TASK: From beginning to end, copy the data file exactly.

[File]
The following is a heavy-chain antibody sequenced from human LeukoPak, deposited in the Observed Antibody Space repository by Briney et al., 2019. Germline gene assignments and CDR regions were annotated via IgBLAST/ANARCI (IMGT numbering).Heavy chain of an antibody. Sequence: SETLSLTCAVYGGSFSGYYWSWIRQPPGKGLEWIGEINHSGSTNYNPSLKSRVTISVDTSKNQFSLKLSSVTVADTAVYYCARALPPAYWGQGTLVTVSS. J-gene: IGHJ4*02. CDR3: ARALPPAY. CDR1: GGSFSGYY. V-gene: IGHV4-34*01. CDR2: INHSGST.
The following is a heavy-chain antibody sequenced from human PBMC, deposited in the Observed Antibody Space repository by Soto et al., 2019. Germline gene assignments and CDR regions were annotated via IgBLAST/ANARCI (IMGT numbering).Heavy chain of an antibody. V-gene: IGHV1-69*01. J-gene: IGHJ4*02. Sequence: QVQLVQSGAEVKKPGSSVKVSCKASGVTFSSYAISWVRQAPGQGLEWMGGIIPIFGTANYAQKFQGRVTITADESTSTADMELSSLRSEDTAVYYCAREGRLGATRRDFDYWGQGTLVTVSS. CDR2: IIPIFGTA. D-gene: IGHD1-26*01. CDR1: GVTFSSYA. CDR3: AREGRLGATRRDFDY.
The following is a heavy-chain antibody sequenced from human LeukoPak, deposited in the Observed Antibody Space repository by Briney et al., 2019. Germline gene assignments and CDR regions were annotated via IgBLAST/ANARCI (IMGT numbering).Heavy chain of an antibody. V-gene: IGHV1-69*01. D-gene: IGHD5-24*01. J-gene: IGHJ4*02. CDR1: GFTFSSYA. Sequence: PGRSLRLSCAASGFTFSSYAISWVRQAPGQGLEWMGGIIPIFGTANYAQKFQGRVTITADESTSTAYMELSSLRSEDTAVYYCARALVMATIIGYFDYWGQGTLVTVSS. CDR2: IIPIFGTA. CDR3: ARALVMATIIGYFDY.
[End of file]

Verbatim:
The following is a heavy-chain antibody sequenced from human LeukoPak, deposited in the Observed Antibody Space repository by Briney et al., 2019. Germline gene assignments and CDR regions were annotated via IgBLAST/ANARCI (IMGT numbering).Heavy chain of an antibody. Sequence: SETLSLTCAVYGGSFSGYYWSWIRQPPGKGLEWIGEINHSGSTNYNPSLKSRVTISVDTSKNQFSLKLSSVTVADTAVYYCARALPPAYWGQGTLVTVSS. J-gene: IGHJ4*02. CDR3: ARALPPAY. CDR1: GGSFSGYY. V-gene: IGHV4-34*01. CDR2: INHSGST.
The following is a heavy-chain antibody sequenced from human PBMC, deposited in the Observed Antibody Space repository by Soto et al., 2019. Germline gene assignments and CDR regions were annotated via IgBLAST/ANARCI (IMGT numbering).Heavy chain of an antibody. V-gene: IGHV1-69*01. J-gene: IGHJ4*02. Sequence: QVQLVQSGAEVKKPGSSVKVSCKASGVTFSSYAISWVRQAPGQGLEWMGGIIPIFGTANYAQKFQGRVTITADESTSTADMELSSLRSEDTAVYYCAREGRLGATRRDFDYWGQGTLVTVSS. CDR2: IIPIFGTA. D-gene: IGHD1-26*01. CDR1: GVTFSSYA. CDR3: AREGRLGATRRDFDY.
The following is a heavy-chain antibody sequenced from human LeukoPak, deposited in the Observed Antibody Space repository by Briney et al., 2019. Germline gene assignments and CDR regions were annotated via IgBLAST/ANARCI (IMGT numbering).Heavy chain of an antibody. V-gene: IGHV1-69*01. D-gene: IGHD5-24*01. J-gene: IGHJ4*02. CDR1: GFTFSSYA. Sequence: PGRSLRLSCAASGFTFSSYAISWVRQAPGQGLEWMGGIIPIFGTANYAQKFQGRVTITADESTSTAYMELSSLRSEDTAVYYCARALVMATIIGYFDYWGQGTLVTVSS. CDR2: IIPIFGTA. CDR3: ARALVMATIIGYFDY.